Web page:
The latest five minute maelstrom on the blogosphere was the widespread hacking of Twitter accounts. According to experts, some 700 or so Twitter accounts were hacked such that they appeared to be the property of a 23 year old female “adult entertainer” *ahem*. To their credit twitter fronted up and posted details of the breach. Twitter even sent out this caveat, advising of good password practice;
As a general reminder, keep in mind that strong passwords can help prevent hijacked accounts. Twitter offers a password strength indicator to help you choose a strong password when you sign up. If you want to change your password now you can do that… Also, avoid sharing your password with folks or services you don’t feel you can trust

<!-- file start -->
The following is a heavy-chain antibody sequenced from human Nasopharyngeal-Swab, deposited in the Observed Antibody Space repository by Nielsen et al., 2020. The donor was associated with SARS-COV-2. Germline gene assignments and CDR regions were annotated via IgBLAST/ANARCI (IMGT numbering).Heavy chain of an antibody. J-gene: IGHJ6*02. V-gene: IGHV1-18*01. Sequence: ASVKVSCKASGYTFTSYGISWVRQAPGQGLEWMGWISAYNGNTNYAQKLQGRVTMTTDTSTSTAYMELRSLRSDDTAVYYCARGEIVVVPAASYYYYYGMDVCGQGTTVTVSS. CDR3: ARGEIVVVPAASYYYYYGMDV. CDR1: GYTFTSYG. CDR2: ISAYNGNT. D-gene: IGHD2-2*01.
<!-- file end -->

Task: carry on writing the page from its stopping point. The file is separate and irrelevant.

Now I’m fortunate that I wasn’t one of the victims of this breach and at this stage details have not emerged about the cause of the meltdown. It may well be that there is an inherent hole with Twitter’s own architecture or it may be an opportunistic attack on some individuals with less than optimal security procedures. Either way, and amidst the hyperbole that seems to be going around, it needs to be remembered that Twitter never sold itself as an enterprise level solution and that the degree of third party applications utilising the Twitter API make security a major issue.
But this isn’t a criticism of Twitter itself – put it this way, if a new service required users to hand over their internet banking login details would they do it? Why is it any different with the plethora of Twitter-powered applications – tweetnow, tweetlater, tweetsometimeinthefuture, twitterfollow, twitterlead, twitterdosomegoddamwork – they’re generally lightweight applications made in someone’s backroom – anyone who expects enterprise level surety and security when utilising them is a fool.
My advice? Use a specific and robust password and ensure you investigate the legitimacy of those multitudinous applications you authorise to access your Twitter account.
That – or don’t moan when you’re compromised.